The Revolution of 1905 was the first time the Tsar had faced opposition from so many groups in Russian society at the same time. A long-term social and economic cause of the 1905 Revolution was the continuing anger of both peasants and landowners to the emancipation of the serfs 1861. Although this piece of legislation had brought an end to serfdom, peasants still remained tied to the village commune (mir) and were angry at the redemption payments they were expected to pay in return for the land they had received.
They believed more, and better quality, land should have been given to them at no cost. Their anger was shown during the peasant disturbances of 1902. The landowners were also unhappy with the terms of emancipation. They lost the free labour of their serfs and a large amount of land. As a result many were facing debts by 1905. Emancipation had promised much but delivered little. The reign of Alexander II had produced a number of similar reforms. Changes to local government and the legal system were limited and led to the call for more liberal reform.
A further long-term social and economic cause of the 1905 Revolution was the worsening conditions of both peasants and urban workers. Famines had led to shortage of food and distress in the countryside, many farmers left the country side in the winter to go and working in the factories. But living and working conditions in Russia’s industrial towns were no better. Workers worked in poorly ventilated factories for long hours and little pay . And they were not allowed to form trade unions.
Most of the workers lived in housing built by the factory owners these homes were poorly built and crowded because most of the workers had family’s that lived with them, most factory homes only had around 1. 5 square meters of breathing space per person. Economic recession between 1899 and 1903 had also led to growing unemployment throughout the Empire. A short-term military cause of the 1905 Revolution was the defeat of Russian in the war against Japan in 1904. It had been hoped that the war would lead to a growth in national pride and support for the Tsarist regime but Russia nderestimated the Japanese forces and the difficulties in organising their own forces. It was inconceivable to the Russian people that Japan would defeat Russia. But when they were defeated it was humiliating and many Russians lost faith is the Tsar. Arguably, the most significant short-term cause of the 1905 Revolution was Bloody Sunday. On 22 January a crowd of unarmed demonstrators led by a priest called Father Gapon gathered outside the Winter Palace in St. Petersburg to present the Tsar with a petition.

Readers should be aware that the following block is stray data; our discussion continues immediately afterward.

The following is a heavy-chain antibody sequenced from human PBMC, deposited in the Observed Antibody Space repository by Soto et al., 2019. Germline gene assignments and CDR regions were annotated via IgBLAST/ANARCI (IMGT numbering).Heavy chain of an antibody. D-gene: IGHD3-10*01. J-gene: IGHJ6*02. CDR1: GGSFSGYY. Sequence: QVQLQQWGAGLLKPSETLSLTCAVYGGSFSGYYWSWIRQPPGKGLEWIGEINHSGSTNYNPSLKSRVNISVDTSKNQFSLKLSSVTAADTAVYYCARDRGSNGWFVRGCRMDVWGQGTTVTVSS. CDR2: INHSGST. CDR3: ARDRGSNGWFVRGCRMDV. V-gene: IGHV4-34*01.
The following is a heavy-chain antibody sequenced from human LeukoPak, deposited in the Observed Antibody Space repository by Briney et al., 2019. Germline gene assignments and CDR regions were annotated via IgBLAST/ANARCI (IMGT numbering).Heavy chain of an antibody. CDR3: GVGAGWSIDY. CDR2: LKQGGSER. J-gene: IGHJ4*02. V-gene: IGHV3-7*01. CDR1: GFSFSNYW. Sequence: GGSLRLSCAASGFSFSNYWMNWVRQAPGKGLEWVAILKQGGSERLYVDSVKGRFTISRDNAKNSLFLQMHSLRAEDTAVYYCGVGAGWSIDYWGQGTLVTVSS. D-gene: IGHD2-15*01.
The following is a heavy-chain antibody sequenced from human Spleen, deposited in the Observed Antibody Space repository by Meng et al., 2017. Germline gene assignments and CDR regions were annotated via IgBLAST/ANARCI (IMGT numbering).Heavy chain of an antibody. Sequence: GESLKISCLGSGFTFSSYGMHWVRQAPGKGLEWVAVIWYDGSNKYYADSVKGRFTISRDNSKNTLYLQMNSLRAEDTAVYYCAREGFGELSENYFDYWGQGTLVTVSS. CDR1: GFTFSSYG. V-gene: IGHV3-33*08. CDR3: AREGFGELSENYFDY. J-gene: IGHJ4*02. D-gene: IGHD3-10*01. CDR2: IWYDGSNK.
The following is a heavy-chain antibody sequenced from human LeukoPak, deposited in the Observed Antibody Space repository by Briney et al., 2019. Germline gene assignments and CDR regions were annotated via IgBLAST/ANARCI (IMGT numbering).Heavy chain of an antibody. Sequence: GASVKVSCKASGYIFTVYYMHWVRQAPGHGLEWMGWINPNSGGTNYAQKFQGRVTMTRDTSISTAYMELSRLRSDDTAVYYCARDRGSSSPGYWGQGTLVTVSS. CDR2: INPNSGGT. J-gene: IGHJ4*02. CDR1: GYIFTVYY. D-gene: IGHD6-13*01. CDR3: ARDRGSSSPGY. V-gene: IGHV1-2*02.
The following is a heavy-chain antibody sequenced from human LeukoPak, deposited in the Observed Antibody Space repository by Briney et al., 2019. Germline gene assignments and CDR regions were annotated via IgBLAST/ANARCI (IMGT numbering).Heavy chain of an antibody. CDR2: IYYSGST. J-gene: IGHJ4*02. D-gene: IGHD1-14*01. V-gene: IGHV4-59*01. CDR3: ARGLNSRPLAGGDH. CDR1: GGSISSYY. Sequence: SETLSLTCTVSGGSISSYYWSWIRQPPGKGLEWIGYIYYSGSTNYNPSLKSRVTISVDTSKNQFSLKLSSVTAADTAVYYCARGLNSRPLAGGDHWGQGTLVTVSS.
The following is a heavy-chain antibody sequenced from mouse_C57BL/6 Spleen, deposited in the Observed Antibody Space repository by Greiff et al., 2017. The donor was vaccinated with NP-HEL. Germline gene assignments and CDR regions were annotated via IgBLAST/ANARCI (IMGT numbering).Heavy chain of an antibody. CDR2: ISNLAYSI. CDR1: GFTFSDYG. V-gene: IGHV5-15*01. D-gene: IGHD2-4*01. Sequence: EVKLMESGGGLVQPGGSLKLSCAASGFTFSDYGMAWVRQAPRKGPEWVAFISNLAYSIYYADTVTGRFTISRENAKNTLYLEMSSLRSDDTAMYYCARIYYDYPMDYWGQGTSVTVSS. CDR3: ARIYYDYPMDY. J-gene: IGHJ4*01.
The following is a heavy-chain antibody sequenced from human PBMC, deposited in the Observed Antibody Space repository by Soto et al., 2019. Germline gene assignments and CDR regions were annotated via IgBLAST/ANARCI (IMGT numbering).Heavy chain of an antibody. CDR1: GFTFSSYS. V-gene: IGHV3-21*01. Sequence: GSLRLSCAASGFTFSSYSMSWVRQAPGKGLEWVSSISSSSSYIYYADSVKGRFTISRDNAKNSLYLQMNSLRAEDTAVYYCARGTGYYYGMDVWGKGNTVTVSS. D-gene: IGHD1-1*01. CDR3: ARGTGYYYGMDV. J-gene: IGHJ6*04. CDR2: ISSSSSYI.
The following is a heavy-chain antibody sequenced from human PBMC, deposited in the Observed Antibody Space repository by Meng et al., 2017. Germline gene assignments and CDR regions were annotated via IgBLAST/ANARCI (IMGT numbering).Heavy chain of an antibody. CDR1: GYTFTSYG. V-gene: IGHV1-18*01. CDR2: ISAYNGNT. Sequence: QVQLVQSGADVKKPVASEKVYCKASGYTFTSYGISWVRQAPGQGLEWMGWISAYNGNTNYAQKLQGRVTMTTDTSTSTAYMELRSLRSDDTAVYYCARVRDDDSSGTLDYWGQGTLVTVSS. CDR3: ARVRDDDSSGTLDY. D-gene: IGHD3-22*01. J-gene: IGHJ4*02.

Their demands included shorter working hours and a minimum wage. Armed Cossack soldiers turned on the demonstrators and many men, women and children were killed. The event shocked the Russian population and was followed by strikes. A short term consequence of the 1905 revolution was the October Manifesto. The manifesto was issued by Tsar Nicholas II The October Manifesto addressed the unrest throughout the Russian Empire and pledged to grant basic civil liberties, including personal immunity; and freedom of assembly, association, press, religion, and speech.
As the Duma was only a consultative body, many Russians felt that this reform did not go far enough. Leon Trotsky and other revolutionaries denounced the plan. A long term consequence of the 1905 Russian revolution was the revision of the fundamental laws which transformed the formerly absolutist state into one in which the Tsar agreed for the first time to share his autocratic power with a parliament.
It was enacted on April 23, 1906, on the eve of the opening of the first State Duma. This first-ever Russian Constitution was a revision of the earlier Fundamental Laws, which had been published as the set of laws of the Russian empire in 1832. It was granted during the Russian Revolution of 1905, in a last-ditch effort by the imperial government to preserve its own existence and keep the nation from sliding into all-out anarchy.